Happy Birthday Robin! When I run for president in 30 years, my motto for saving health care costs will be summed up in one Matthew McConaghey quote, “I keep getting older, they stay the same age.”

  • Carl Shulman

    Happy Birthday Robin!

    We should also thank relatively low levels of predation on humans in the ancestral environment.

  • Thanatos Savehn

    Happy Birthday. I beat you to the milestone by a few months and have been an avid reader of this site for a long time.

    Add my story to the pile of anecdotes. My wife’s considerably younger and she’s at home with the newest baby while I’m at the office (it’s ok to surf the web when you’re the boss) winning the bread. So far, so good.

    I wonder though about the direction of causality. Having a young wife and kids keeps you younger; keeps you busy; keeps you getting up in the morning and hunting the woolly mammoths. Maybe that keeps you fertile longer. Or maybe I’m saying the same thing. Dunno.

    • Jo Puschek

      …….. or maybe it just makes you look older ……

  • At the risk of being redundant, happy birthday!

  • Ned

    Robin, happy birthday!

    As far as causes of human longevity: young women actually look for (older) men with resources, not only fertile men. That explains their abhorrence towards very old men, those that ‘may die at any moment’ – traditionally, women had no way to keep the material resources after the partner’s death.

    What I think offers better explanation is the role grandmothers play in raising their grandchildren. (This is not my original idea, but I cannot remember where I read about this, so no link.) In essence, if grandmothers contribute significantly to survival of their own grandkids, that would promote lifespan to the point where their daughters hit menopause. Rapid decline in female fertility after the age of 35 gives lifespan (absent violent death and death from contagious deceases) of about 70 years.

    • I’ve heard that it’s maternal grandmothers which contribute to the survival of their grandchildren, not grandmothers in general.

  • May the cities in your wake
    Burn like candles on your cake
    It’s your birthday
    Happy birthday

  • fenn

    Sounds like Viagra might do more for life extension than frozen heads

  • michael vassar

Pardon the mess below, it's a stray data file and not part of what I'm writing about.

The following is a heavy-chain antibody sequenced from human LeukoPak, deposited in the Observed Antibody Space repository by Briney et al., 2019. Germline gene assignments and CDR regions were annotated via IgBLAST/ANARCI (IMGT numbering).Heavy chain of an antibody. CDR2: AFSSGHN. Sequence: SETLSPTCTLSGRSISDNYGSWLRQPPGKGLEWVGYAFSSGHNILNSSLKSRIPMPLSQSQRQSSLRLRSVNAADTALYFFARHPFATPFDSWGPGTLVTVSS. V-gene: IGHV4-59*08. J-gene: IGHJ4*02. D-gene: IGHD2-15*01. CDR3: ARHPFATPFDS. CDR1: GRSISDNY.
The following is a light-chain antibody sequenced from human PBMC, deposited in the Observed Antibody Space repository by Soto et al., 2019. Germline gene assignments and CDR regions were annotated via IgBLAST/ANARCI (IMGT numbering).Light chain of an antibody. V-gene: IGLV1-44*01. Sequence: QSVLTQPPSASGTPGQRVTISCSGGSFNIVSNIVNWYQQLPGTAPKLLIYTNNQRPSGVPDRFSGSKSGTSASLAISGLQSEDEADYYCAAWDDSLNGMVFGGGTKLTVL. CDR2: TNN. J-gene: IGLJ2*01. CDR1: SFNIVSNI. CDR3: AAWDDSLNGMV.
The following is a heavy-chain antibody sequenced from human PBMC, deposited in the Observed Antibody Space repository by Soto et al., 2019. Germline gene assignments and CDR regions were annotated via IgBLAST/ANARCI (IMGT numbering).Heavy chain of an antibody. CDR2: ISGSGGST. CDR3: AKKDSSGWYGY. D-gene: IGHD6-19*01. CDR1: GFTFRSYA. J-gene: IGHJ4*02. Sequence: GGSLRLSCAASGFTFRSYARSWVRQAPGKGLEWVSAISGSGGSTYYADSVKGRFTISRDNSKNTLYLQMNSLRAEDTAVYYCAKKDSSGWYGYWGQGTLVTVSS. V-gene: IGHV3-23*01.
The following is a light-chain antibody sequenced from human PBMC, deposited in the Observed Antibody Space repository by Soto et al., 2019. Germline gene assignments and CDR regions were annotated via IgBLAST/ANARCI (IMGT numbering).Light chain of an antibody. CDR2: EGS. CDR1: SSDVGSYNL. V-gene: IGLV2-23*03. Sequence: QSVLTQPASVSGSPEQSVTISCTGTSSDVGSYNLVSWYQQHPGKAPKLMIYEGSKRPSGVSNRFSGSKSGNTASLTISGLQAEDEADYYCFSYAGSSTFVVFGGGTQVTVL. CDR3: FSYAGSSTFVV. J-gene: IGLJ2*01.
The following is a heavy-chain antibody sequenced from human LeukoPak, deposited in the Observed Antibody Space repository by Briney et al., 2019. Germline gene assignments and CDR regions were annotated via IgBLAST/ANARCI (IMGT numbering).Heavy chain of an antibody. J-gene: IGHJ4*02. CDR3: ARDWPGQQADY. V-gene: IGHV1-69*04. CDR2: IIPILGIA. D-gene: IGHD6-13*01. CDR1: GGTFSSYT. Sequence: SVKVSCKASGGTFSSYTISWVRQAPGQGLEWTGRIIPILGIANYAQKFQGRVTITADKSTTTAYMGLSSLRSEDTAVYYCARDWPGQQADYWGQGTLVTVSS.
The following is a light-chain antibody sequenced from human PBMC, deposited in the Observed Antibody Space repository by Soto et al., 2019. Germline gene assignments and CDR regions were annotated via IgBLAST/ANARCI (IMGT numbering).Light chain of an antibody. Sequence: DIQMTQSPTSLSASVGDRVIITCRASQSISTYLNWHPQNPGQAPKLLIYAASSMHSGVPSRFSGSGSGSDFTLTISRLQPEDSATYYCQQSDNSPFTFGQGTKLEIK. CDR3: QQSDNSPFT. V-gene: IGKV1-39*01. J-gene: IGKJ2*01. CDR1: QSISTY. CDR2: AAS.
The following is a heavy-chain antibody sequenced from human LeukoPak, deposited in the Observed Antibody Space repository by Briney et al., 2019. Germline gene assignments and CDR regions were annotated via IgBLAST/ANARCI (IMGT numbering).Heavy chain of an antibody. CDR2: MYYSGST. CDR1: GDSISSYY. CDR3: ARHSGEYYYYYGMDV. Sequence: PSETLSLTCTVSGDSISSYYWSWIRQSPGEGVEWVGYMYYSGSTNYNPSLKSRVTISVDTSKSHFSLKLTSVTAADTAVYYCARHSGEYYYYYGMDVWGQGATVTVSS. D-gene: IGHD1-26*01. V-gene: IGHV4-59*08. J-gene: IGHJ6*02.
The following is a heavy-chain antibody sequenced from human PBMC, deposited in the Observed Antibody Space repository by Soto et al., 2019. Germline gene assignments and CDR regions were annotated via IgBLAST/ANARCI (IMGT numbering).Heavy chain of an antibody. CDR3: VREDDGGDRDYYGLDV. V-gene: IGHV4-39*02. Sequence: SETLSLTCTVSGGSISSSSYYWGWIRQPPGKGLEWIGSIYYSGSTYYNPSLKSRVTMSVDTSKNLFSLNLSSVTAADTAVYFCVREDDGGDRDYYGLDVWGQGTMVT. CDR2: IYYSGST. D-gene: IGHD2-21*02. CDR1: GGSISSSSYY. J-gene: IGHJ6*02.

Happy Birthday to Robin and my condolences to all those who died too young to become his ancestors.

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  • 50? Isn’t that 10 Celsius?

  • jonathan

    Happy birthday!

    I only had time to scan the paper but it doesn’t seem like they looked at how senescence – as they generally mean, past female fertility – may be a function of average life spans, meaning that selection to produce sufficient reproductive capabilities connect to average life spans and that may generate non-selected correlations or, in other words, longer potential life span.

  • John Maxwell IV

    While you’ve been alive, the planet you’re on has orbited its sun a number of times equal to the product of the number of fingers you have on one hand and the number of fingers you have on both hands.


  • Andrew Mundy

    Happy Birthday Robin. Here’s to 500 more!

  • Happy birthday.

    Just to keep things in perspective, you have the same birthday as my mother, who just turned 96. May you live so long as well.

  • Article talks about the “wall of death” as though younger women and older men are the only factor diminishing its impact. That’s not really right – selection for infant dependency and parental care also makes parents of both sexes live longer.

    Since women typically live longer than men, a theory of longevity that only applies directly to extending male lifespan seems to have a somewhat questionable status. The case of women strongly indicates that there’s something else going on. One should establish what that is – and then see if that is sufficient to explain the extended lifespan of males too.